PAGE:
MDFF Screening: July 12 @ 6.00pm.  

DOGS OF DEMOCRACY (Dir. Mary Zournazi; Australia/Greece; 58 mins.)
They have become the spiritual symbol of modern Athens, guardians of the streets who exist with dignity intact and the acceptance of the population. First-time director Mary Zournazi captures the stray dogs of the Greek capital with a deeply respectful and compassionate lens, acknowledging the hope they represent to a people who themselves are often portrayed as the ‘stray dogs of the EU’. Most affectionately, Zournazi relates the legend of Loukanikos, a magnificent beast who would fearlessly lead those protesting the government’s austerity measures against riot squad heavy-handedness.  
Rating: 3.5/5
MDFF Screening: July 16 @ 9.30am.

(SCREEN-SPACE Managing Editor Simon Foster is a judge at the 2017 MDFF and will be a guest of the festival)  

The 2017 MELBOURNE DOCUMENTARY FILM FESTIVAL screens from July 9-16. Session, venue and ticketing information can be found at the events official website.

Monday
Jun192017

WE DON'T NEED A MAP

Featuring: Warwick Thornton, Adam Briggs, Baluka Maymuru, Bill Harney, Bruce Pascoe and Dee Madigan.
Writers: Brendan Fletcher, Warwick Thornton,
Director: Warwick Thornton.

Opening Night selection for the 64th Sydney Film Festival; screened at the State Theatre on June 7.

Rating: 2.5/5

When director Warwick Thornton opened up about his views regarding the misappropriation of the star body that Aussies affectionately call ‘The Southern Cross’, the reaction was swift and brutal. In 2010, the director of the Cannes winner Samson & Delilah likened the iconic configuration to the Swastika, in the wake of its new symbolism as a moniker for the shameful re-emergence of old-school racism Down Under.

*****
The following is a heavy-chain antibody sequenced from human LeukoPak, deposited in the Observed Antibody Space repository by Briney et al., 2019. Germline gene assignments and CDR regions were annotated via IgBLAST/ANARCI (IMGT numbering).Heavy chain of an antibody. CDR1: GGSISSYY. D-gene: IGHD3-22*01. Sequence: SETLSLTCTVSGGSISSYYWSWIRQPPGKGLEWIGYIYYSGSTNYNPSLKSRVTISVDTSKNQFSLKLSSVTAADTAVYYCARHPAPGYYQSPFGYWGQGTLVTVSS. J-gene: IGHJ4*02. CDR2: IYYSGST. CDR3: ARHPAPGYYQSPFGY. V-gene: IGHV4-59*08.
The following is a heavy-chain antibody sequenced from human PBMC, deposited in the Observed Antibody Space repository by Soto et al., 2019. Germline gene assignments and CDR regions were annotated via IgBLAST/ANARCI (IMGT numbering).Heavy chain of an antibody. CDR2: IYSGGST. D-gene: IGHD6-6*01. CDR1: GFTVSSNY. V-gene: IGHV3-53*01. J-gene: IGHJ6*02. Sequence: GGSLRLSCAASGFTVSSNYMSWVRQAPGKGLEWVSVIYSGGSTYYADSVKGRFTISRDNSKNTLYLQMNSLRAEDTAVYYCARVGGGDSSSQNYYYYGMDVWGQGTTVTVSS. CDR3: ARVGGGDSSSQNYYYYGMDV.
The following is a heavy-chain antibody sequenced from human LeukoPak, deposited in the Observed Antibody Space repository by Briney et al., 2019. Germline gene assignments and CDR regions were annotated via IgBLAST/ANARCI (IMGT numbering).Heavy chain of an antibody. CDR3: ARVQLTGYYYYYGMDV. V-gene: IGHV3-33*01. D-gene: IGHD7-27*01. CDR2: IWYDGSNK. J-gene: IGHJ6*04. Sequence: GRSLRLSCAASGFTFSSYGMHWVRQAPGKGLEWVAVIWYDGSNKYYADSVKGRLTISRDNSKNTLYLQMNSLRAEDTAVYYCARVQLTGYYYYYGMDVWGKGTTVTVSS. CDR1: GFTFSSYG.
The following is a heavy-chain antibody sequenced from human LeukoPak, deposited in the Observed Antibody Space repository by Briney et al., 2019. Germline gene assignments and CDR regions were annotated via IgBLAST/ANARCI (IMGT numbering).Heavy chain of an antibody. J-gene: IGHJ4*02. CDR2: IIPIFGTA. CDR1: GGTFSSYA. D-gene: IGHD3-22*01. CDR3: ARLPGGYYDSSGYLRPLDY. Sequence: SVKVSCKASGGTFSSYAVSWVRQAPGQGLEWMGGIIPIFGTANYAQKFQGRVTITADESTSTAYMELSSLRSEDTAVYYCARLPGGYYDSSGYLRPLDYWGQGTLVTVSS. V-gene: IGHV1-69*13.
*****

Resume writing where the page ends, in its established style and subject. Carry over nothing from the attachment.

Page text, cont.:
In his wildly idiosyncratic doco We Don’t Need A Map, Thornton works through the issues, both societal and personal, that he was addressing when he made the comment. More specifically, he attempts to realign the Southern Cross as a beacon of a more enlightened national identity, by both re-examining its significance within indigenous culture and seeking academic and artistic perspectives from the broader Australian community.

Thornton is a fearless, at times frantic storyteller; We Don’t Need a Map opens with a rat-a-tat, punk-ish energy that sets a feverish tone. The director employs marionette puppetry and figurines known as ‘bush toys’ to depict the landing of the first fleet, the seizure of the land and the slaying of its original inhabitants. So energised is Thornton to convey his message, the first third of his film takes on the feel of a stream-of-consciousness rant; seemingly random voices emerge (the first to offer comment is lead singer of The Drones, Gareth Liddiard, whose involvement only comes into focus an hour later) and film styles run the gamut from jump-cuts to sped-up footage to scratched negatives.

But the energy wanes as the films settles into a more conventional talking-heads doc format. Thornton takes his camera (operated by his son, Dylan River) into the indigenous heartland, where elders of the Yolngu, Warlpiri and Wardaman people reveal the dreamtime symbolism of the Southern Cross. These sequences are crucial to realising Thornton’s goal of retaking the star pattern on behalf of the wider community, but they lack a cinematic quality; We Don’t Need a Map shifts from a bracing and bold movie experience to an overly familiar aesthetic usually the hallmark of small-screen projects (it is due to air on NITV in late July).

As Thornton’s film cuts back-and-forth between the lounge rooms/offices/recording studios of rapper Briggs, historian Bruce Pascoe, Professor Ghassan Hage, street poet Omar Musa, concert promoter Ken West and image consultant Dee Madigan, We Don’t Need a Map provides multiple perspectives on the nature of national symbolism. But all these voices speaking as one slowly hogties the film’s momentum; even at a scant 85 minutes, the essay feels overlong.